Classful Network Sizes
Aside from the drawback that the original network number versus rest scheme supported only a maximum of 255 networks, each of the resulting networks was wastefully huge. With 24 bits of rest field, each such network contained 224, or over 16 million addresses, which at the time could be delegated no further. Thus, the classful addressing proposal that followed strove not just to create a greater number of networks (which by definition meant a smaller average size, and therefore, fewer wasted addresses per network); it also sought to create networks of different sizes, with the idea that each applicant received a network of smallest adequate size, which further reduced address waste. Recalling the first one, two, and three most significant bits are predetermined for class A, B, and C addresses respectively, we calculate the number of networks per class and the maximum number of hosts per network, as follows3: Class A B Variable Network Host Bits (h) Number of Networks 2n Bits (n) 7 14 24 16 128 16,384 Hosts Per Network 2h-2 16,777,214 65,534
1 As defined, in RFCs 1112, 1700, and 3300. You may find references suggesting Class E addresses extend only to 247.255.255.255, the first five bits of which—11110—better fit the classful pattern under discussion. Such references appear to derive from RFC 1365, an ultimately unadopted address extension proposal that promoted the redefining of class E to include only addresses beginning 11110, and the creation of a new class F for addresses beginning 111110. 2 You may object that addresses beginning with 127 are loopback addresses (and not Class A addresses in the regular sense). Although true, the fact is that many special use addresses (RFC 3300) exist within the primary class ranges, and their designation as the former does not exclude them from the latter. 3 Although the maximum number of hosts per classful network has been corrected to ignore illegal host numbers consisting of all zeros and all ones, the number of networks per class has not been so adjusted, in keeping with RFC 1812 over RFC 1122.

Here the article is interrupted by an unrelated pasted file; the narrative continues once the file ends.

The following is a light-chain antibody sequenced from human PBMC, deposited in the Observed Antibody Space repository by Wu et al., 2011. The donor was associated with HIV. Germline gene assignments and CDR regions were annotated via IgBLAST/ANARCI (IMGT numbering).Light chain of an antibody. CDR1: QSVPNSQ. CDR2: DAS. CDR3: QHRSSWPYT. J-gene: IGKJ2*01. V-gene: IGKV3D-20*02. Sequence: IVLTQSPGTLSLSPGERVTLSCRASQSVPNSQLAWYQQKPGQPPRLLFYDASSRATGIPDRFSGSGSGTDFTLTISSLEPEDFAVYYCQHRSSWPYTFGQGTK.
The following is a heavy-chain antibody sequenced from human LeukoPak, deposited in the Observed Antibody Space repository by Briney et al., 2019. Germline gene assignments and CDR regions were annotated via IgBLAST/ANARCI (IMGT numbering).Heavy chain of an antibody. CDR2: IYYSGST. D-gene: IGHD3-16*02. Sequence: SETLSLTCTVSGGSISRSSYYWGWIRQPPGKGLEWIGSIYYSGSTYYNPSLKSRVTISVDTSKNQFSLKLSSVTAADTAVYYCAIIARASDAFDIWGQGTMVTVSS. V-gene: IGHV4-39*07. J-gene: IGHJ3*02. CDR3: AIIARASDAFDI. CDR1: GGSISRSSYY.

Table 2: Classful Network Sizes Referring to Table 2, you can see that under the classful model, it is possible to provide over two million small sites with networks that are relatively economical with respect to address waste.
Are We There Yet?
Although supporting far more network numbers in a manner far less wasteful of host IDs, classful IP addressing still makes suboptimal use of IPv4’s 32-bit IP space. At the crux of this inefficiency are trade-offs between address allocation versus route aggregation. In classful addressing’s early days, a site, such as a university with more than several hundred hosts, became a likely candidate for a class B network. The “pros” of this were the site had sufficient addresses, and the routers of the world needed only to know a single route to reach them all. The “cons” were that the vast majority of host addresses went unused. The recipient was stuck with a single network that physical limitations—maximum segment length in particular—often could not support. The alternative to this—providing a site multiple class C networks—largely reversed these pros and cons. Fewer addresses were wasted, and the site could get multiple internal networks, but at the expense of Internet routing tables growing larger. The most pressing of these problems in the early days was not actually address wastage; rather, it was the need to keep Internet routing tables small while still providing larger organizations more than a single flat LAN. The challenge was to somehow subdivide the single-issued network into a series of virtual networks internally, while still presenting them as a unified whole to the Internet.